As the delta variant pushes COVID-19 case counts upward again, people are being more careful about wearing masks and distancing indoors. But what about the outdoors, which has been a refuge from the pandemic isolation because of reduced transmission risk?
Last weekend, photos of maskless revelers at Lollapalooza, an outdoor music festival in Chicago, prompted concern about whether packed crowds might offer a feeding ground for the delta variant. Philadelphia is planning to host a similar music festival, Made in America, next month on the Benjamin Franklin Parkway. In past years, the concert has drawn as many as 50,000 music fans a day.
Here’s what to keep in mind before you buy tickets to the next summer festival, game, or other outdoor event.
Is the delta variant more transmissible both outdoors and indoors?
It seems likely, said Aaron Richterman, an infectious-disease clinical fellow at the Hospital of the University of Pennsylvania. Transmission hasn’t been conclusively quantified yet, but we do know something about how much virus is in an infected person — their viral load — which can play a role in how much transmission occurs.
The delta variant seems to lead to a larger viral load when it infects someone (which happens at a higher rate in people who are unvaccinated, but can also occur in vaccinated people). This might mean that it is more transmissible — and may also boost risk of infection even outdoors.
But outdoor transmission has been very rare with earlier strains. “The context to keep in mind is that the baseline outdoor risk with all of these is extremely low,” Richterman said. Studies of earlier strains found that outdoor transmission was almost 20 times less likely than indoor transmission.
Outdoor transmission is less common because the virus is spread through aerosols, tiny droplets on which viruses can hitch a ride when someone coughs, sneezes, talks, or exhales. Indoors, these particles can build up in stagnant air. Outside, however, air moves around more freely, carrying viral particles away from their source and diluting them so there are smaller quantities in any one spot, said Charles Haas, a professor of environmental engineering at Drexel University.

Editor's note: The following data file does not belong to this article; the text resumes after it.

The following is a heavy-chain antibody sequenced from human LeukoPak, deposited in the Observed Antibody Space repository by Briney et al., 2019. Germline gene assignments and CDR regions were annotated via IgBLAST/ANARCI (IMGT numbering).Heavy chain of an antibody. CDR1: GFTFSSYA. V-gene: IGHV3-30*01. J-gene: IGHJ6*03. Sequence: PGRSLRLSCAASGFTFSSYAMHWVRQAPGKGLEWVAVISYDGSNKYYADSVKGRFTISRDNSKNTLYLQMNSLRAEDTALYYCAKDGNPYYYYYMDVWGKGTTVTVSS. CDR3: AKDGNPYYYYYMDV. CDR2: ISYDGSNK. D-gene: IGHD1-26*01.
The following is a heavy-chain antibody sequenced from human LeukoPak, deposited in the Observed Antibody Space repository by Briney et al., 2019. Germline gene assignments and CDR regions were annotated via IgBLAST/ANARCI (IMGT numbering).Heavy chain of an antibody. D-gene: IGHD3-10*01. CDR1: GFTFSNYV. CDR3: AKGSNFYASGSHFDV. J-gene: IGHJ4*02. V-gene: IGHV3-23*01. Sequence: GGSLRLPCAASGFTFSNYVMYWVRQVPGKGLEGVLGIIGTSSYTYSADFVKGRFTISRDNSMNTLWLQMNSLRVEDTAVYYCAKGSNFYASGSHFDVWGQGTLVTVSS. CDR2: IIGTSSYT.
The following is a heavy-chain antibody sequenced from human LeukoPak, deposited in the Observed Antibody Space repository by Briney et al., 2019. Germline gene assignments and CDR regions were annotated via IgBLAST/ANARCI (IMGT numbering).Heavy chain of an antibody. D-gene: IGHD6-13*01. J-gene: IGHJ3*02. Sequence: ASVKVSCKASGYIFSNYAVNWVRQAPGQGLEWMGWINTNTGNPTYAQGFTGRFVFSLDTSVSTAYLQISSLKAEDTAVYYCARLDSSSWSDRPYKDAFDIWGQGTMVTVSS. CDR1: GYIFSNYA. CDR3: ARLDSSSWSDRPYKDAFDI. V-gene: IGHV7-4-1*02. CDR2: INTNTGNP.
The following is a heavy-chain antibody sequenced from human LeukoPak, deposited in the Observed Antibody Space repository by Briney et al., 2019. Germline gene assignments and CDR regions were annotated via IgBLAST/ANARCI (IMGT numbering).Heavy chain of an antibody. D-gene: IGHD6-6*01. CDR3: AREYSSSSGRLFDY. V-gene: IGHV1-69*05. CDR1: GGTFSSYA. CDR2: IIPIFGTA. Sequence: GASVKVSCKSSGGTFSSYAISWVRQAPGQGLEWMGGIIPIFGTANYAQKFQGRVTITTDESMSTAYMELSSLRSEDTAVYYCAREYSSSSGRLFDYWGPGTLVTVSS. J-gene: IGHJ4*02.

So why might delta be spread more easily?
Virologists are still trying to figure out why the delta variant seems to be more transmissible, and the reason might affect how we approach risk and precautions indoors and outdoors.
The virus might be more transmissible because people who are infected produce more of the virus, or because the virus is somehow better able to infect cells, Haas said. It might also be a question of timing, Richterman said: The delta variant might make viral loads spike when people are still asymptomatic, allowing it to spread as the unsuspecting host goes about their daily routine. One study suggests that the delta variant might be present for a longer period of time in a host.
With earlier strains, Richterman was reassured by how few reports of cases involved outdoor transmission, so he is monitoring similar reports involving the delta variant to determine risk. Just last week, the CDC released a report on one of the most prominent delta-driven clusters described in the United States so far, where people in Provincetown, Mass., were reported to be interacting both indoors and outdoors.
“We have to have humility here and understand that, of course, we have to be prepared for that evidence to come up if it does,” Richterman said.
How risky are crowded outdoor concerts and sports events?
Crowds like those pictured last weekend from Lollapalooza — thousands of people packed in close quarters with few wearing masks — complicate the dynamics of how a virus might move around.
“There’s a limit to how much the air currents can dilute and disperse virus and so if you have a crowded outdoor environment, you may circumvent that beneficial dilution effect,” Haas said.
Certain activities, like loud shouting and singing, may also increase risk of transmission, Haas said.
Last year, crowded outdoor events like protests did not lead to the massive outbreaks of previous COVID-19 strains that some expected. But there are other reasons to be wary of outdoor events. Concerts and sporting events tend to bring together people who might otherwise never cross paths, and then send them back to their homes. “That’s what I would be worried about,” Richterman said. “People coming from all over the place, gathering with people, mixing with people who are outside of their ordinary social networks.”
He also pointed out that even at outdoor events, there are plenty of reasons to go inside: pit stops at bars, returning to hotels in the evenings. The relative safety of the outdoors might make people lower their guard and forgo precautions when festivities relocate indoors, where the risk of transmission is higher.
Are outdoor events safer if I’m vaccinated? If I’m wearing a mask?
Vaccination is Haas’s number one recommendation for staying safe at large outdoor events — or anywhere else. Being vaccinated decreases the risk of being infected, requiring hospitalization for severe illness, or dying.
“Wear a mask, and stay away if you can from shouting, singing, and cheering,” Haas said. “But if you’re vaccinated, the risk and the consequences are expected to be quite low in any event.”
The COVID-19 vaccines take around two weeks after the second shot to provide protection against the virus, so if you wait to get vaccinated until right before your event, you won’t be able to reap the full benefits. Plan in advance to get vaccinated sooner rather than later.
When entering a crowd of people with unknown vaccination status, even outdoors, masking up is reasonable, Richterman said. It can protect you from potential loads of delta variant that someone else might be spewing, while also keeping others from contracting any virus you might unknowingly be infected with, Haas added.